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Popping the Bubble #14: Russia, Pennsylvania, and the Great Mills shooting

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Reena Mathews' ai???Popping the Bubbleai??? is a series in which she covers some of the biggest news of the past two weeks. This weekai??i??s installment marks the fourteenth chapter of this biweekly series.

Russia

Poisoning of former Russian double agent:

Two weeks of ago, former Russian spy Sergei Skripal and his daughter were found poisoned on a bench in Salisbury, triggering an uproar from the UK government.

In the nineties, Skripal was working for the Russian military when he was recruited by the UK to pass along confidential information. Russia finally caught him in 2004, sentencing him to 13 years in prison in 2006. He was eventually freed in 2010- along with three other spies- in exchange for Russian “sleepers” and then moved to Salisbury with his daughter in the next year.

Now in 2018, he is reported to still be in critical condition in the hospital, along with his daughter.

A week after the attack, Prime Minister Theresa May announced the identity of the mysterious, possibly fatal, poison: Novichok, the military-grade nerve agent developed by the Soviet Union for potential use in the time of the Cold War.

Prime Minister May has made it incessantly clear that they will not back down from their pursuit for truth and justice; she has maintained that Russia must be held accountable, either for a ruthless attack or a gross mishandling of their military-grade poison. Already, May has expelled 23 Russian diplomats from the country. In response, Russia has vowed to expel their British diplomats.

In the UK’s repeated request for answers, Russia continues to claim innocence.

Putin’s Re-election:

Sunday marked the culmination of Russia’s presidential election, when Vladimir Putin claimed victory, rewarding him with another six-year term.

Putin was said to have won the vote of 77% of the 68% voter turnout; however, the legitimacy of his victory remains uncertain, as per Russia’s notorious reputation and videos that later emerged of ballot-stuffing.

Putin is already Russia’s longest-serving ruler since Joseph Stalin. His first presidential term was from 2000 to 2008. His current term began in 2012, and while constitutionally he is barred from running for president in the next election (2024), it is widely believed that he will manipulate the legalities in order to allow for an extended presidency. In fact, many foresee a lifelong presidency for Putin.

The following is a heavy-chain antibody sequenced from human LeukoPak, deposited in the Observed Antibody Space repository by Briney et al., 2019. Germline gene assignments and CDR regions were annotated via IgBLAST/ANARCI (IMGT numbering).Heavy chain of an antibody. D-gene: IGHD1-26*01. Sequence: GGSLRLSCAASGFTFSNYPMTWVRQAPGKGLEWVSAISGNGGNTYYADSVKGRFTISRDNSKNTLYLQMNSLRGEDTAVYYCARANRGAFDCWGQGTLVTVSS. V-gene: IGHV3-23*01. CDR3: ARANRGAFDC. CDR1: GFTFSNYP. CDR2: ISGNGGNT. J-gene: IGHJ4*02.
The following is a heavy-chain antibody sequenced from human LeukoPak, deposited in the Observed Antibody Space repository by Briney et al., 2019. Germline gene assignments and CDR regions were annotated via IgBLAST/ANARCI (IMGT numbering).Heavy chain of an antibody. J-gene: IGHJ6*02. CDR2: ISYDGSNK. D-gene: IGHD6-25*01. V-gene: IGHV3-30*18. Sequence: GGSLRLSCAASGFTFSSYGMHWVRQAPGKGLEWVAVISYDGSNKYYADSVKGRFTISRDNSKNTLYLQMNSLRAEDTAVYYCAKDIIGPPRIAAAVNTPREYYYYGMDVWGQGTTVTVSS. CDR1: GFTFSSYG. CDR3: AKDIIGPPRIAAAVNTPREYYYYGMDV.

Trump’s call with Putin

Putin’s victory has also yielded some controversy on the American front, as Trump reportedly congratulated Putin over phone call. This was after being forcefully directed to not congratulate Putin, as Trump’s briefing material clearly stated in all caps, “DO NOT CONGRATULATE.”

During this scheduled call, Trump also chose to disregard instructions to condemn the UK poison attack.

Many have expressed vehement anger for Trump’s apparent amiability with Putin, including political figures like Senator John McCain and Senator Marco Rubio, though Rubio also denounced this apparent information leak.

Pennsylvania Special Election

Pennsylvania captured nationwide attention during last week’s special election.

Democrat Connor Lamb and Republican Rick Saccone faced off for the 18th district House seat. This district is a historically red region; in the 2016 election, Trump won by 20 points. With this reputation, and the fact that Pennsylvania’s modified congressional map will soon split this district into four, Pennsylvania had the entire country’s eyes watching.

Lamb pulled off a narrow victory by .2 percent. Such a slim lead has prompted a recount, delaying an official declaration of a winner. As of now, recount numbers appear to uphold Lamb’s lead. As such, Lamb is essentially the official victor.

With the new congressional map to soon be enacted, Lamb’s triumph is short-lived. Eventually, he will have to run once more in one of the four new districts. Saccone has already begun petition-gathering to run in the new 14th district.

As midterm elections approach, this unexpected Democratic win serves as a telling sign for the potential outcome and turn in the political makeup of our leaders.

Great Mills shooting

As our nation continues to reel from the massacre of Stoneman Douglas, we find ourselves in the face of senseless violence once more.

Yesterday morning, Great Mills High School was under attack at the hands of yet another school shooter.

The seventeen-year-old shooter reportedly arrived at school with a handgun in tow and opened fire on sixteen-year-old Jaelynn Willey. School resource officer Blaine Gaskill heroically swooped in and fired his own weapon in defense, promptly ending the attack.

The gunfire resulted in the shooter’s death. As for the victims, Willey remains in the hospital in critical condition; another fourteen-year-old male was wounded in the leg, but he is in stable condition.

Authorities believe that motive for the attack could come from the shooter’s previous relationship with the Willey; however, this is not certain. Additionally, it remains unclear how the shooter gained possession of his weapon.

As expected, this has fueled the fiery gun debate that continues to rage in our country. We’ll see how this event affects potential legislation or policy.

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Popping the Bubble #14: Russia, Pennsylvania, and the Great Mills shooting